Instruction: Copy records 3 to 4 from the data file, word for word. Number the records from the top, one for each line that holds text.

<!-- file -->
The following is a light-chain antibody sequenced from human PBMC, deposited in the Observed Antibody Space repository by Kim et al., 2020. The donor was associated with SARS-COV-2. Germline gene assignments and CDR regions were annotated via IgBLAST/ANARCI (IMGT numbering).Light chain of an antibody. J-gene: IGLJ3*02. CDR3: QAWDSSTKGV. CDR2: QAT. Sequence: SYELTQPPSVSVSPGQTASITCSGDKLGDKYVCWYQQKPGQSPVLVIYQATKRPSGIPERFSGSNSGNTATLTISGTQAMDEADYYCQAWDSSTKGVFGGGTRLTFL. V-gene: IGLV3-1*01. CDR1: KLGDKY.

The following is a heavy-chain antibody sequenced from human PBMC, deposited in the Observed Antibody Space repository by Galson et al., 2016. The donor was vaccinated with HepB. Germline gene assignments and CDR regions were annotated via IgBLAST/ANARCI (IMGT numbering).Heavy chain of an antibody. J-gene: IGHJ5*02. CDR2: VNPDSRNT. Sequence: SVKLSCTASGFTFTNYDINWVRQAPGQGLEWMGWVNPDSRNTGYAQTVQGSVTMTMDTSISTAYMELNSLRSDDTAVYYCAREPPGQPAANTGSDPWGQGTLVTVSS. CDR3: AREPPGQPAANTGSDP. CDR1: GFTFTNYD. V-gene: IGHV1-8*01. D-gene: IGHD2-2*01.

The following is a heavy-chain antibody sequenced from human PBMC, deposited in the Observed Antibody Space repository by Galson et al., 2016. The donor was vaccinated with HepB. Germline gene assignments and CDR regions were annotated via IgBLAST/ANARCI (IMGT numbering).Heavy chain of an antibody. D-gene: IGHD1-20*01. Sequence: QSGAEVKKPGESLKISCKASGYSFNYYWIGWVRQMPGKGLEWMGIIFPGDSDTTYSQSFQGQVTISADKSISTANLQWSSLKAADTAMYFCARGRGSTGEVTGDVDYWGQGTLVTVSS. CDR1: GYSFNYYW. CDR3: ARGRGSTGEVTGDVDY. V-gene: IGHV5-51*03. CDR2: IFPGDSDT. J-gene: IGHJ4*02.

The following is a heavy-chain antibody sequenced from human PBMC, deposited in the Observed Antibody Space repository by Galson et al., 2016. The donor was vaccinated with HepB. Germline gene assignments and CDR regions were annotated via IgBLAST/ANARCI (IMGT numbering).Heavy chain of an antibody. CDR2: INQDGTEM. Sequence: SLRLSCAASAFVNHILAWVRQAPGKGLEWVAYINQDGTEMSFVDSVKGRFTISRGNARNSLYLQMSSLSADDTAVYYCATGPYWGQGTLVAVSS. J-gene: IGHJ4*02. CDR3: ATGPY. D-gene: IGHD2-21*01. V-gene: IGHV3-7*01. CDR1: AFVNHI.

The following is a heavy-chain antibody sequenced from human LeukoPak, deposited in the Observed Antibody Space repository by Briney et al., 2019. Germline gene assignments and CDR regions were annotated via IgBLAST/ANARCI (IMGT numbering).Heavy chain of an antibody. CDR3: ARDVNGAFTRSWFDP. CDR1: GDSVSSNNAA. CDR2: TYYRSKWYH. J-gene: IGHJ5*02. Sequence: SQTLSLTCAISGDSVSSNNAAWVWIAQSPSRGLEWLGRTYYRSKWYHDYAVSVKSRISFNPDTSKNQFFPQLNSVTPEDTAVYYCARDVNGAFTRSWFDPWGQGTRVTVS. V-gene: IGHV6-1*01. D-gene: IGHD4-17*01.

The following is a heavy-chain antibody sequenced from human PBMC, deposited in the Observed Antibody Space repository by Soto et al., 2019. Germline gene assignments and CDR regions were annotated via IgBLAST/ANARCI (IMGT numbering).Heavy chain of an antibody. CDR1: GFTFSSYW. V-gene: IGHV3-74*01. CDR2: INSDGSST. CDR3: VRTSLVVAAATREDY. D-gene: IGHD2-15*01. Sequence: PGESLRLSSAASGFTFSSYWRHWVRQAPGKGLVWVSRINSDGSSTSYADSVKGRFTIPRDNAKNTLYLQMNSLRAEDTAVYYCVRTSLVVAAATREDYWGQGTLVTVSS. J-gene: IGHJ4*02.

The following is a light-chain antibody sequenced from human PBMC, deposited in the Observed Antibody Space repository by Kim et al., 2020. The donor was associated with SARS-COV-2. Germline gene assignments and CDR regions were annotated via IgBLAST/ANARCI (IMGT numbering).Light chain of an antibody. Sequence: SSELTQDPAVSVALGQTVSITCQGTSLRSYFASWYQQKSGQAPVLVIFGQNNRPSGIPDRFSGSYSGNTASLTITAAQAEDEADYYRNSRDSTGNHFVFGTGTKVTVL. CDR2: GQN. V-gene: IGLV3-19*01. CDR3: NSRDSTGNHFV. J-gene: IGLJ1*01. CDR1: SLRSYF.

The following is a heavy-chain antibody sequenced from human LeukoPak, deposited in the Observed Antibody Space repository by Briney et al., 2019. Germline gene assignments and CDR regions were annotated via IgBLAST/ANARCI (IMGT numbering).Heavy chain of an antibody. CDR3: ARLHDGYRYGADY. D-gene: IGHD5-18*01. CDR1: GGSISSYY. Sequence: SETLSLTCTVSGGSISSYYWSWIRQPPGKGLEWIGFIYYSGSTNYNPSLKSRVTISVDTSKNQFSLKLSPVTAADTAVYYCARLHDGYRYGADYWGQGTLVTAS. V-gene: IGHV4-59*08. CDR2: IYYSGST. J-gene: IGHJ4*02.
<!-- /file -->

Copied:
The following is a heavy-chain antibody sequenced from human PBMC, deposited in the Observed Antibody Space repository by Galson et al., 2016. The donor was vaccinated with HepB. Germline gene assignments and CDR regions were annotated via IgBLAST/ANARCI (IMGT numbering).Heavy chain of an antibody. D-gene: IGHD1-20*01. Sequence: QSGAEVKKPGESLKISCKASGYSFNYYWIGWVRQMPGKGLEWMGIIFPGDSDTTYSQSFQGQVTISADKSISTANLQWSSLKAADTAMYFCARGRGSTGEVTGDVDYWGQGTLVTVSS. CDR1: GYSFNYYW. CDR3: ARGRGSTGEVTGDVDY. V-gene: IGHV5-51*03. CDR2: IFPGDSDT. J-gene: IGHJ4*02.

The following is a heavy-chain antibody sequenced from human PBMC, deposited in the Observed Antibody Space repository by Galson et al., 2016. The donor was vaccinated with HepB. Germline gene assignments and CDR regions were annotated via IgBLAST/ANARCI (IMGT numbering).Heavy chain of an antibody. CDR2: INQDGTEM. Sequence: SLRLSCAASAFVNHILAWVRQAPGKGLEWVAYINQDGTEMSFVDSVKGRFTISRGNARNSLYLQMSSLSADDTAVYYCATGPYWGQGTLVAVSS. J-gene: IGHJ4*02. CDR3: ATGPY. D-gene: IGHD2-21*01. V-gene: IGHV3-7*01. CDR1: AFVNHI.